3.4 Indeed, we believe that Clause 1 would provide for a comprehensive definition of a "security compromise" without the reference to "the availability, performance or functionality of the network or service" and would ensure that operators are not required to report (beyond their wider obligations) these types of benign operational incidents to OFCOM, ensuring that the burden on operators is not disproportionate and in-line with the intentions of the Bill. These types of matters are different in nature and so should be handled differently in the legislative framework.

3.5 The definition also seeks, we understand, to capture any compromise to the integrity of signals conveyed over a network. However, the way that this is expressed – by reference solely to compromises of the "confidentiality of signals" – is unclear and confusing. It could be significantly improved by making a simple amendment to refer to "confidentiality and integrity".

3.6 The definition of "connected security compromise" (Clause 1, page 2, line 47) is a simple definition referring to something that "occurs in relation to another public electronic communications network or a public electronic communications service". Given the potential breadth of this definition, building some specifics on how the "connected" element will be assessed in the overall Government/OFCOM guidance on "security compromise" will be important. This would help operators understand the core principles behind this definition, to enable them to understand how it could impact their interconnection relationships with other networks and services, where developing an understanding of the occurrence (or causality) of any incident will be fact- and contract-based, particularly if the Government retains the tiering structure for different sizes of operator in the proposed Code of Practice.

3.7 We would therefore encourage the following amendments to be made to the Bill:

· Clause 1, page 1, line 15 – leave out subsection (a)

· Clause 1, page 1, line 20 – after "confidentiality" insert "and integrity"

· Clause 1, page 1, line 22 – leave out subsection (d)

3.8 If it is the intention to ensure that operators’ existing OFCOM reporting duties on network resilience issues under the Communications Act are not affected by this Bill, then we believe a better means of achieving this would be the creation of a separate clause in this Bill to this effect. This would ensure there is a clear distinction between operators’ duties concerning security compromises (about which this Bill is principally concerned) and their duties on resilience reporting, so that the significant new requirements expected for security compromises do not also inappropriately apply to this category.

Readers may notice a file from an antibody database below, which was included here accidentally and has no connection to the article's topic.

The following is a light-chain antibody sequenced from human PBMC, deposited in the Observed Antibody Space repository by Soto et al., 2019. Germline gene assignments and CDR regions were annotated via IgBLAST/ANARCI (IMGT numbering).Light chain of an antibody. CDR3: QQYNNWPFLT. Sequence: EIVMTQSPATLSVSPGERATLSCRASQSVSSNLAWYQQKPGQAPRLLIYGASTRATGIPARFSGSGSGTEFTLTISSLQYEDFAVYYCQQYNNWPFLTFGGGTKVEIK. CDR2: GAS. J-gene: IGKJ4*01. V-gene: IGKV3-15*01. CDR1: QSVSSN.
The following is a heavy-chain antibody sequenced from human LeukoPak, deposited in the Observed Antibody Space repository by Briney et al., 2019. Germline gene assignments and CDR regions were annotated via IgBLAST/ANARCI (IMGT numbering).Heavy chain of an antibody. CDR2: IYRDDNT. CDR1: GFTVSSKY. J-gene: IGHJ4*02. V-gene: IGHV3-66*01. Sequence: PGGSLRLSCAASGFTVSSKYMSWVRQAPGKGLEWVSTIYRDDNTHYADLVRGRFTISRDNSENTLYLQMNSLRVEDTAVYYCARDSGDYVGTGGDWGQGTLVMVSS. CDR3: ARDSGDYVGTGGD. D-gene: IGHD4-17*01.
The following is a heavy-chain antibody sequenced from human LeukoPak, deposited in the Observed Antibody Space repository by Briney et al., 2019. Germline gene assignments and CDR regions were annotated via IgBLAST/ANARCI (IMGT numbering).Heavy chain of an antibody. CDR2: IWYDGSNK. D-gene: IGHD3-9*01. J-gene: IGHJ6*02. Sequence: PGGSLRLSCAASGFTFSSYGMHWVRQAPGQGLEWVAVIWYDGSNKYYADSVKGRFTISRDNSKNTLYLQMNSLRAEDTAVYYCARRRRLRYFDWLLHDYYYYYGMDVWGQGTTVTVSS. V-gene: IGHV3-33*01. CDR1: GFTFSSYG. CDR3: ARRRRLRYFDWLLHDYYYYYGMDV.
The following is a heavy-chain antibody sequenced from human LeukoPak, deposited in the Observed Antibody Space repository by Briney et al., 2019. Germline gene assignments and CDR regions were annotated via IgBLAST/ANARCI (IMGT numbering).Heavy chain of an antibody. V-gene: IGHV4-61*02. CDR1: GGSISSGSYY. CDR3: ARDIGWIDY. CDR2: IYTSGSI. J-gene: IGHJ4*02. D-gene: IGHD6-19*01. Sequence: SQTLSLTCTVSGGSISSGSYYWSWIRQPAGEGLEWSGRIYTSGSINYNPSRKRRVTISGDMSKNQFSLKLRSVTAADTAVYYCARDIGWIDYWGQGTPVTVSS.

3.9 The Bill (Clause 4, page 8, lines 5 to 19) also seeks to provide guidance to operators and to OFCOM as to whether or not a risk of a security compromise is "significant" (and thus requiring of notification to OFCOM and network users). It is, however, unclear whether it is the operator or OFCOM that should be making this judgement.

3.10 We would therefore welcome greater clarity from either OFCOM or the Government as to the thresholds that they would expect to be met for a risk of a compromise to be deemed significant.

It will be critical to the success of the new framework that all operators are required to meet a common baseline

3.11 We anticipate that much of the TSRs will reflect ongoing security measures that BT already has in place, but their full implementation is expected to require significant changes to processes, training, equipment and operations. Operators must be given sufficient time to implement the new standards and future iterations as they adapt to technological evolution and potential new threats.